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Same Brexit stumbling blocks persist as Barnier travels to London


There has been no breakthrough in talks between the European Union and Britain as chief EU negotiator Michel Barnier travels to London amid rising concern that insufficient time remains to prevent a damaging No Deal scenario on January 1st.

The “same significant divergences persist” between the two sides, Mr Barnier said on Friday as he announced that he and his team were no longer in quarantine after a Covid-19 case in a senior EU negotiator disrupted the talks.

“Physical negotiations can continue,” Mr Barnier wrote.

The negotiator is set to update ambassadors of the member states and members of the European Parliament on the state of talks, as well as meeting with fisheries ministers.

Talks have long been stuck over the contentious issues of how to ensure fair competition between UK and EU companies, how to arbitrate future disputes on the deal, and how to divide fishing rights in waters that EU boats have been sharing but that fall under Britain’s economic area.

EU officials are increasingly concerned that it may be unfeasible to ratify and implement any deal that can be reached, as the time considered to be the “last moment” to strike a deal passed weeks ago. Pressure for clarity is rising from business groups.

The Irish Government has warned that discussions on the stumbling blocks standing in the way of a deal are “very, very difficult”, while earlier this week European Commission president Ursula von der Leyen said it was unclear whether one could be reached.

“The next phase is going to be decisive. The European Union is well prepared for a no-deal scenario but of course we prefer to have an agreement,” Von der Leyen told the European Parliament on Wednesday.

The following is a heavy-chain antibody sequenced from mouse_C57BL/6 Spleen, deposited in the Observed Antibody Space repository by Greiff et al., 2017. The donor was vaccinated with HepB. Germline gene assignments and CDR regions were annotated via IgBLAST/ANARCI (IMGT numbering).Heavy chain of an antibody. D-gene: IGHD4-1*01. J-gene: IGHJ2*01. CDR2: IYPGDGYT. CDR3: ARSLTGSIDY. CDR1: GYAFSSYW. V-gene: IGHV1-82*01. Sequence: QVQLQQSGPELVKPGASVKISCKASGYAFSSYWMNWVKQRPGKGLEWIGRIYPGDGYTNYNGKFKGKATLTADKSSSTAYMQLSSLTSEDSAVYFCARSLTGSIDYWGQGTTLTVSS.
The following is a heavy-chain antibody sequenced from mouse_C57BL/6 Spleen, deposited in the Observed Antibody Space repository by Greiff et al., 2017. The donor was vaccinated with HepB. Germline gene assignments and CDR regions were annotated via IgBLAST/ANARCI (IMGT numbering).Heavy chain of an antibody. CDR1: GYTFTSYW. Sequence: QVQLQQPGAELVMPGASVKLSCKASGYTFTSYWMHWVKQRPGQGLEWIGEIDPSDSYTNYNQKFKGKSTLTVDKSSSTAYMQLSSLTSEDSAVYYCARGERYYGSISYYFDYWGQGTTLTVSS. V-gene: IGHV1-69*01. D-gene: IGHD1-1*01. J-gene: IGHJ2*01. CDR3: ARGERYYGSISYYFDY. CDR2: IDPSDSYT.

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The EU side believes that prime minister Boris Johnson must make a decision to move in order for a deal to be reached. The bloc has also warned that a deal cannot be reached if the London government persists with contested clauses of its Internal Markets Bill, which override parts of the Withdrawal Agreement struck last year that were designed to avoid a hard border on the island of Ireland.

Any deal must be ratified by Westminster and the European Parliament, where MEPs are concerned that the timetable is becoming difficult for the agreement to be translated into EU languages, scrutinised and voted on by the end of the year.

If no trade deal can be struck, tariffs will automatically come into force on trade between the UK and EU, including punishing levies on vital Irish industries such as beef and dairy. The legal basis for many aspects of the economic relations between the EU and its former member will disolve overnight, something expected to cause significant damage and disruption.

Even if a deal can be found, customs declarations will be required on trade between the UK and EU and there will be checks on goods travelling from Britain to Northern Ireland. Governments have warned companies to check their supply chains and familiarity with customs to ensure they are prepared.



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